Wait, what do you mean they’re not regulated?
No matter what anyone says, eyebrow tattoos are not FDA-approved. Cosmetic tattooers tend to use cosmetic-grade pigments in their inks, which they will often say is FDA approved. And it is—for topical cosmetics you wear on the skin. Just FYI, zero tattoo pigments have been approved for implanting in the skin. It just hasn’t historically been the FDA’s thing. (They do, however, occasionally investigate adverse reactions from tattoos, permanent makeup, and temporary tattoos, as well as problems with tattoo removal.)
This lack of oversight means it’s doubly important to find an artist who has a state license—some states grant permanent-makeup licenses through their board of cosmetology and others require tattoo licenses—as well as certification from a reputable professional organization like the Society of Permanent Cosmetics Professionals or the American Academy of Micropigmentation.
OK, why is it so expensive?
Consider it back pay for all those hours your artist spent perfecting their ink-slinging skills on unsuspecting grapefruits or brave friends and family. Call me crazy, but anyone who can freehand a tattoo on someone’s face—that they’ll want to walk around with afterward—is a fine artist and probably a national treasure.
What else should I keep in mind?
The most important thing after making sure your artist is legit is that you like their work. Look through artist portfolios until you fall in love—don’t just go to the first person you hear about. The absolute best way to vet an artist is through a recommendation from a satisfied friend who has already used them. That said, remember, all tattoos are kind of a crapshoot. There’s no real way of knowing how well you’ll retain color until you do it. One final caveat: “Semipermanent” or not, these are tattoos—so there’s no 100 percent foolproof way to remove them. (Lasers don’t always work, as iron oxides in the ink may actually turn darker and become resistant to further treatments.)
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BROW TATTOO GLOSSARY
3D, 4D, or 6D BrowsAny brow tattooer worth their latex gloves uses multiple ink colors to add dimension to their hair strokes. 3D usually refers to the artist using three ink shades or needles to draw multiple hair strokes with depth. Same idea with 4D and beyond.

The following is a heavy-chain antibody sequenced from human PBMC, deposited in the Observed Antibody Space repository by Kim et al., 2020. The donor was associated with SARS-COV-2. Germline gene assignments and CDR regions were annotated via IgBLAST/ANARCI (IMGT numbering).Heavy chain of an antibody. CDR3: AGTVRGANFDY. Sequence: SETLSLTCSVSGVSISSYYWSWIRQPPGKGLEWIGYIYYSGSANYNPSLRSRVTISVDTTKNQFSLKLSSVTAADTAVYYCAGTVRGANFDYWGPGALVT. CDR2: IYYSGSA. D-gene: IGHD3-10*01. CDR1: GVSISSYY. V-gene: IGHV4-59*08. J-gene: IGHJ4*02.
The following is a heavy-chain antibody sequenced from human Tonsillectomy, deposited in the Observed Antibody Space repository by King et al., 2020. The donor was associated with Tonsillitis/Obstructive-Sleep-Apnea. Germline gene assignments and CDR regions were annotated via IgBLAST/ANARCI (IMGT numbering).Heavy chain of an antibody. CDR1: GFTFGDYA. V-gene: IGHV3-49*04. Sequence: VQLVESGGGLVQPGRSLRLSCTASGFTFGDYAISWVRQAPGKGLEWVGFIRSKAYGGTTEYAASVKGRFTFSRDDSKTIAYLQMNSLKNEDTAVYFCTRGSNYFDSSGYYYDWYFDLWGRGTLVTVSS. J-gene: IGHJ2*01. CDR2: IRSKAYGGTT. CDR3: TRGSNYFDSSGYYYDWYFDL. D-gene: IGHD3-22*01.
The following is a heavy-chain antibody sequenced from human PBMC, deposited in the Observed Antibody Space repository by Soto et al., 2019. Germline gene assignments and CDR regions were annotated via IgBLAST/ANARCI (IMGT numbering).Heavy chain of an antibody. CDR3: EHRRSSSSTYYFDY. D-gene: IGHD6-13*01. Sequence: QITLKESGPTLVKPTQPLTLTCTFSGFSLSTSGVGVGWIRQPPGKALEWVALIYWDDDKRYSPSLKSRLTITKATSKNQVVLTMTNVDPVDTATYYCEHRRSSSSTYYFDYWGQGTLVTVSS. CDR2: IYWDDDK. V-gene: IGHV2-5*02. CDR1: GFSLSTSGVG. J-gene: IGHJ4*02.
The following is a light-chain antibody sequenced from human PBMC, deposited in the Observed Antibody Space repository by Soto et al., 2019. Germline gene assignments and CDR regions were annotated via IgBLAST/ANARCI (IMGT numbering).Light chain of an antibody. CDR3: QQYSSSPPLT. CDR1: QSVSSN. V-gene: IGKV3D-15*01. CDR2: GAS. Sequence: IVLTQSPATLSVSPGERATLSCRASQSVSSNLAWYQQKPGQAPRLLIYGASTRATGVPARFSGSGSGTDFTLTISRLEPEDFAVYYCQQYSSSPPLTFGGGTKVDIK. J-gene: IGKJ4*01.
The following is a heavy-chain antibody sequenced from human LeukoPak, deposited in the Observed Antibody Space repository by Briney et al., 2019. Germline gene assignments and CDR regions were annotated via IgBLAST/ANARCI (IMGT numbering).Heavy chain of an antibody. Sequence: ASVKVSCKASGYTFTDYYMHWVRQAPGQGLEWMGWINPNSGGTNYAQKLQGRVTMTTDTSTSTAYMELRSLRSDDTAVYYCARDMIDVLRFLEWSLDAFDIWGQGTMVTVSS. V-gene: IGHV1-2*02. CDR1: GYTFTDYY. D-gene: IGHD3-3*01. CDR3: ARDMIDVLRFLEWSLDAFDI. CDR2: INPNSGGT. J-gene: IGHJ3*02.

Just as typical tattoo artists avoid tattooing over each other’s work, brow artists hate working on non-virgin skin. Not only is it difficult to see their fine line drawings over old ink, but when you tattoo over already-inked skin, results become much less predictable. Know this: If it’s not your first time under the needle, the artist you choose may not want to touch you. If they do, you’re likely getting charged extra for color correction—it can be a huge pain in the ass to match ink colors, mask discoloration and blurring, and still get a good result. (Sometimes, though, it’s just a way to charge more. “If you go to a different place, even if you’re happy with your eyebrows, they’ll usually call it a correction,” admits Berry. )
This is another word for microblading.
The feathering technique is a combination of hair strokes and shading (to add a little depth when someone has very little natural hair), usually applied with a digital pen, Berry says.
By injecting or microblading individual hairs to bulk up the natural brows, this method gives a no-makeup makeup look. “You still have the option to pencil them in when you’re wearing dramatic makeup,” Wolosky says.
This is Berry’s addition to the brow lexicon—she uses a very fine needle to draw each hair stroke’s varying widths. “They start thin and then get a little thicker, and at the ends they get much thinner again,” she says.
This colored-in look is meant to mimic made-up brows and is thought of as outdated by most people. It’s best for people who have brow hair but want a filled-in look. Without definition or individual hair strokes, “it’s just one solid color from one side of the eyebrow to the other,” says Berry.